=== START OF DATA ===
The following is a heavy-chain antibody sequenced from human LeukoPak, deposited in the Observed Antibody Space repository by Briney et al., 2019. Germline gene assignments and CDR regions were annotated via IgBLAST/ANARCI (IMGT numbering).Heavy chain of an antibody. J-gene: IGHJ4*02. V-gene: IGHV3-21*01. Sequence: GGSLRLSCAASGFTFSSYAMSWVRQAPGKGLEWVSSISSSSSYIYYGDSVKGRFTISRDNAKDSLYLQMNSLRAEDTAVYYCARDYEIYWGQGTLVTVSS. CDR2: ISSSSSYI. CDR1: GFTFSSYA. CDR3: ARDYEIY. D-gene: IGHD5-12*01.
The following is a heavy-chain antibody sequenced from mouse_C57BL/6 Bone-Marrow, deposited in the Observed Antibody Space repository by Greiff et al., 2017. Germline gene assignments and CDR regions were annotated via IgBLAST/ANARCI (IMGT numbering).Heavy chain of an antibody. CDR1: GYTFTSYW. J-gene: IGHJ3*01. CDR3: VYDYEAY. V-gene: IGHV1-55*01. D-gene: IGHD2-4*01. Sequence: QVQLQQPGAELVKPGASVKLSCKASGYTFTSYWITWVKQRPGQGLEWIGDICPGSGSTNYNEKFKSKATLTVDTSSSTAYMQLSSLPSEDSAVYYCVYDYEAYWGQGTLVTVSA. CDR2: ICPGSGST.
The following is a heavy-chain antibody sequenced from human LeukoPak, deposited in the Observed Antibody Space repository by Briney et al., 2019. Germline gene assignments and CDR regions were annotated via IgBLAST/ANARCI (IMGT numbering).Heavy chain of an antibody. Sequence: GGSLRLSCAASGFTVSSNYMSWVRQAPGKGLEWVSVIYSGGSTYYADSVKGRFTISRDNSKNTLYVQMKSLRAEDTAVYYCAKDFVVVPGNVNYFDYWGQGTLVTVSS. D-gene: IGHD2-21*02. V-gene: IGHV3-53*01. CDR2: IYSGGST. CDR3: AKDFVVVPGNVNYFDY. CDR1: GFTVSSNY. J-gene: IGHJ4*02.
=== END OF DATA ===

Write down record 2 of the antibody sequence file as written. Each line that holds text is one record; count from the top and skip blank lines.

The following is a heavy-chain antibody sequenced from mouse_C57BL/6 Bone-Marrow, deposited in the Observed Antibody Space repository by Greiff et al., 2017. Germline gene assignments and CDR regions were annotated via IgBLAST/ANARCI (IMGT numbering).Heavy chain of an antibody. CDR1: GYTFTSYW. J-gene: IGHJ3*01. CDR3: VYDYEAY. V-gene: IGHV1-55*01. D-gene: IGHD2-4*01. Sequence: QVQLQQPGAELVKPGASVKLSCKASGYTFTSYWITWVKQRPGQGLEWIGDICPGSGSTNYNEKFKSKATLTVDTSSSTAYMQLSSLPSEDSAVYYCVYDYEAYWGQGTLVTVSA. CDR2: ICPGSGST.